Port: It seems personal connections matter a lot when it comes to judicial appointments in North Dakota


MINOT, N.D. — Recently, we saw headlines about Judge Douglas Bahr getting appointed by Gov. Doug Burgum to finish the term of Justice Gerald VandeWalle who has retired after a 44-year tenure on the state Supreme Court.

I thought you readers might appreciate some insight into how that process works.

Our judges are elected, but they typically run unopposed. Looking at the races for state Supreme Court we’ve had exactly three competitive races since 2000. When you vote for judges, you don’t often have a choice.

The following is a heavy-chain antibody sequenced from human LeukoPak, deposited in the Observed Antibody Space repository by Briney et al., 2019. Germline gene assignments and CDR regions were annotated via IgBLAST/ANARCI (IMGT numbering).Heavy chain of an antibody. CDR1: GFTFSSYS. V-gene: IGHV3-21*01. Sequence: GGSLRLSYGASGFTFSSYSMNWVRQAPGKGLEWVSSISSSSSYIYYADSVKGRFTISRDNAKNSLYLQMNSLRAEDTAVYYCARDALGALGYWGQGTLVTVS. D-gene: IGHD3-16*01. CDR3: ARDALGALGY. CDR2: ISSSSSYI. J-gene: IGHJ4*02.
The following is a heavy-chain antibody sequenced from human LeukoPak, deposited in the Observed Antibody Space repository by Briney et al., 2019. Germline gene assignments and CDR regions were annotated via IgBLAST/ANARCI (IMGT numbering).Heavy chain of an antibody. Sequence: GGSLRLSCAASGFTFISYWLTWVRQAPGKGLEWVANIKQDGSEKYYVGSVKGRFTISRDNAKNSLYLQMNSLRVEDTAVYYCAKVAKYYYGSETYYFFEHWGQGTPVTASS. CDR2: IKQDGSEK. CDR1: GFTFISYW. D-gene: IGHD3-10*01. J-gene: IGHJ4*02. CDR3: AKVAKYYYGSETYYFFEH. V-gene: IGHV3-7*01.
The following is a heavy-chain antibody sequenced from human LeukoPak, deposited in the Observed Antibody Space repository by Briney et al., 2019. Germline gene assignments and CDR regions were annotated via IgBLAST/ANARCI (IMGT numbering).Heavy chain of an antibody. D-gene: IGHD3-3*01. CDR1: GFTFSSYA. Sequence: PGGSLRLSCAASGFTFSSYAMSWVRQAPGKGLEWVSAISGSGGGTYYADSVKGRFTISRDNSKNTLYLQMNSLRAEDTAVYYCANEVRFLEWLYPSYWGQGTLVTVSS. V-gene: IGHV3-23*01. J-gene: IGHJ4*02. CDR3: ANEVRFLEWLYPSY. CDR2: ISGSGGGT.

The process through which our judges are typically chosen is political, but it’s not something that happens at the ballot box. It’s fairly standard practice for judges and justices to be appointed to fill vacancies so that, by the time they reach the ballot, they’re already incumbents.

Of North Dakota’s five Supreme Court justices, four were appointed to the court first before facing election. Only Justice Jerod Tufte came to the court by way of the ballot box.

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